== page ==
The SPD's performance in the polls is strong enough to suggest that it will form part of the next government in federal elections later this year.
The SPD programme, then, should be taken seriously. It would put pressure on the Bundesbank to lower rates more speedily than at present by using a little-known clause in the Bundesbank law, which directs the bank to support government policies.
The centrepiece of current policies is privatisation and deregulation, driven partly by the Bonn government's approach to unification. The SPD would switch the emphasis to research and development by small and medium-sized companies, boost spending in the regions but allow the state governments to control the funds. It would funnel taxes on pollution to employment-creating programmes and - a la Delors - lower non- wage employment costs to bolster competitiveness.
The party accepts that the budget deficit - at some DM68bn - is as high as publicly acceptable. But, like Gordon Brown, Professor Jens largely ducks the question of how increased spending is financed. The answer is clearly higher taxes.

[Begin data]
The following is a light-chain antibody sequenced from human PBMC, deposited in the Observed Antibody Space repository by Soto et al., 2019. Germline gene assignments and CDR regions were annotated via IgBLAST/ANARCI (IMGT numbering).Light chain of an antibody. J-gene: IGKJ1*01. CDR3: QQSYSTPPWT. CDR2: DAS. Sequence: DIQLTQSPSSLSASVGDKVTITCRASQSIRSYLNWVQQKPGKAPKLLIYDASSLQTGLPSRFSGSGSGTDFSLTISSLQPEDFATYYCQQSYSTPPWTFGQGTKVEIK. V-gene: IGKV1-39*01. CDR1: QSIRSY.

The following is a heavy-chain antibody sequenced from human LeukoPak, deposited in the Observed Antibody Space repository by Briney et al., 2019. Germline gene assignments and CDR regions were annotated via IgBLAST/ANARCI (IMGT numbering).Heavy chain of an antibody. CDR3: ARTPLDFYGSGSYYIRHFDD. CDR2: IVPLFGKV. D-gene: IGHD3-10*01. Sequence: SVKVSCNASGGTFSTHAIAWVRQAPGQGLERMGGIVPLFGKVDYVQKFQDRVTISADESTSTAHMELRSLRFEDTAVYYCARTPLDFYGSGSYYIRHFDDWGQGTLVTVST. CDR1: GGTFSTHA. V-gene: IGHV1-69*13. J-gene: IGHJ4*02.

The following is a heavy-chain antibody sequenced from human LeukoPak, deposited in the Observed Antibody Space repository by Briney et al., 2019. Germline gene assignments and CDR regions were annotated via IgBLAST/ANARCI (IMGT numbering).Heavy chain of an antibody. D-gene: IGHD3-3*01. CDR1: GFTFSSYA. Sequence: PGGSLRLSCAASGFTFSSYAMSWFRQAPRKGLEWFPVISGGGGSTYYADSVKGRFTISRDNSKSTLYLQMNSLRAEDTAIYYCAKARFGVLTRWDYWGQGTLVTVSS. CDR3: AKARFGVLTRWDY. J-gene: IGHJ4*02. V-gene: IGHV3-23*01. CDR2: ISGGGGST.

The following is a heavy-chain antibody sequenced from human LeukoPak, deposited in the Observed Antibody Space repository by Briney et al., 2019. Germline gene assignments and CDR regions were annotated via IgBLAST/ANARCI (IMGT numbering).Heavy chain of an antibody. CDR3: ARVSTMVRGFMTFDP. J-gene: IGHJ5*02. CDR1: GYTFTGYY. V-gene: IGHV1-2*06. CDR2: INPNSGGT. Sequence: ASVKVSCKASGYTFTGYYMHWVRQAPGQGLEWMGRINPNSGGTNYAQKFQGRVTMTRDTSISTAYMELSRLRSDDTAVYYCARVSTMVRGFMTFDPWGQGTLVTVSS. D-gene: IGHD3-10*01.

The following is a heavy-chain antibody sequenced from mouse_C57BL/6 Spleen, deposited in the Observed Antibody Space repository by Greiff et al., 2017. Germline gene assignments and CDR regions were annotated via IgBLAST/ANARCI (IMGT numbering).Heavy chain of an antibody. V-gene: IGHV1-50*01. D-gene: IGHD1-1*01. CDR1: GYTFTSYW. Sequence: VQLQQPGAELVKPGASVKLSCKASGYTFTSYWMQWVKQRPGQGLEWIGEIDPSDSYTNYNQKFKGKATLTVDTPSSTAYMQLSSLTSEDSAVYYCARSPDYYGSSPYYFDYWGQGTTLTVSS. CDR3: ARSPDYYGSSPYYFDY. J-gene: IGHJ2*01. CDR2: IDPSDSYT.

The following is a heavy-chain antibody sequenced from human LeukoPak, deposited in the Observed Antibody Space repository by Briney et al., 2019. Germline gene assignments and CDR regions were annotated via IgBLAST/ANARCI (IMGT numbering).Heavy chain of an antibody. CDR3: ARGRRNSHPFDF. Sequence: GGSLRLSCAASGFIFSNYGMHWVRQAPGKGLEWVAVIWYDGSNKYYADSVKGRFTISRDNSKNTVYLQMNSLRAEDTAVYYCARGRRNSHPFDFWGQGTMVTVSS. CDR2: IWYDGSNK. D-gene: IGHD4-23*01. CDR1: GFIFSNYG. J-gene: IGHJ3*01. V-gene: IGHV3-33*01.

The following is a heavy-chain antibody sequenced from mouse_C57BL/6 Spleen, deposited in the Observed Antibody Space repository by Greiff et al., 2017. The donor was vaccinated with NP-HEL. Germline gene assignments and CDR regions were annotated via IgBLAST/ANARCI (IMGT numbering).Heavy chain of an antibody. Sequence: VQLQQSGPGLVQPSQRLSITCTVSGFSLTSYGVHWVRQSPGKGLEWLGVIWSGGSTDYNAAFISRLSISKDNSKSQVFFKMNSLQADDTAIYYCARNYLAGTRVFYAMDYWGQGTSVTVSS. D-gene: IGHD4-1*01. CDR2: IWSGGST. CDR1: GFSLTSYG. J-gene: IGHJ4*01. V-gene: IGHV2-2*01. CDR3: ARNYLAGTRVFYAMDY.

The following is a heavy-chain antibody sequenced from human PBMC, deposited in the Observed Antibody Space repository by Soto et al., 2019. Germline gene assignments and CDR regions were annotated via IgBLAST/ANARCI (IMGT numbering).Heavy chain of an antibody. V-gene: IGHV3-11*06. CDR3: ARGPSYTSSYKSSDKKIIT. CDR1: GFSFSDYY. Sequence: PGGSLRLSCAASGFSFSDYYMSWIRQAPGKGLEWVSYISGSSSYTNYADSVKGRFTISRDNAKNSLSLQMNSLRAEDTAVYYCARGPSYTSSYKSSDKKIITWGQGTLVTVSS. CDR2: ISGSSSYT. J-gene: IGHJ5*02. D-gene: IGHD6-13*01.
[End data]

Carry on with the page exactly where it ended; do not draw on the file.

At least one of the Jens tax proposals is likely to prove controversial. He wants tax incentives for smaller companies to re-invest profits in R&D. The flip side of the coin is a tax on profits used for 'consumption', in other words, dividends. Not much here for Finanzplatz Deutschland, the plan to develop a financial centre to rival London, but then a new government might well have other priorities than just promoting the health of its financial services industry.Reuse content